Spring in Scandinavia. A slow, stubborn process that requires a lot of waiting.

April 6th, 2014, 6pm

Just after dinner this evening, I went out for a walk. From Järntorget I follow the stream leading out from the city into Lake Hjälmaren. I pass the castle and Henry Allard’s park on my right and the old cinema Roxy on my left side. I always think to catch a movie there, maybe something pretentious and Italian, since I live so close, but I never do. I don’t have the energy for Italian pretentions, it seems. I walk past the Funeral home, and the old k-marked buildings that the sororities somehow have managed to claim. I wait for the light to turn green at a (for a medium sized city in Sweden) busy intersection, and then I walk up to the university hospital and into the big park behind it. The park is beautiful and subdued in its faded colors of early spring, but even in the lushness of summer, it is always like this, like it has a time and a special light of its own. I keep a wary eye to the Canada geese walking about. They are the kings of this space and they know it.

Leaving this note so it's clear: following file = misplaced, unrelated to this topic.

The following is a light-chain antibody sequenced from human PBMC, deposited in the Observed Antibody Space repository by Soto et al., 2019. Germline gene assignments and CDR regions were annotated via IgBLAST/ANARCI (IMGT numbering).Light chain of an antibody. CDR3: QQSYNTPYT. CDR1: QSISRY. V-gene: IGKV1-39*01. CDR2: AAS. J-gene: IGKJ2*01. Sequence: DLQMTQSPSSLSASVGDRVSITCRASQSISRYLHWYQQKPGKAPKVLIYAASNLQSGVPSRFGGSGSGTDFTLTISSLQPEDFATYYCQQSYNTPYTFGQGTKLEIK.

The stream widens the further to the east I go. I pass the Skebäck bridge which is closed for maintenance and has been forever. I pass the allotments that I’ve never seen anyone tend to. After a while I reach the big drawbridge by Naturens hus and I cross it. There’s a trail following the stream on the right side as well, and it leads out to the mouth of the lake not too far from here. Through the trees I can see the sky, in faint pastels. I can tell from the light, that the sun will set soon, but there’s still some time left. The woods are dark, the trees solemn and grey with their long, naked limbs, but you can sense that something is stirring, changing underneath. You know that it’s just a matter of time. You can see it in the hard, diamond shaped buds growing on a multitude of twigs and branches, catching your eye with their obnoxious green color. Soon, it says. Patience.

I continue walking. Suddenly, there’s an abrupt change in the environment. For a while I pause, looking at the flat landscape where land and water seem to stretch and lean into each other beneath a worried sky. There’s a narrow strip of land going out into the lake, creating a trail intersecting the water. There’s a runner there. It looks funny, as if he is running on water, chased by his own reflection. Just ahead of me, by the waters edge, there are benches facing the water. I sit down. I remove my earphones, and the outside world breaks in. The sound from the birds is deafening, even after the light has waned.

Christine, Vosco, Shu, David Wade and 2 others said thanks.

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Sanna Karlsson

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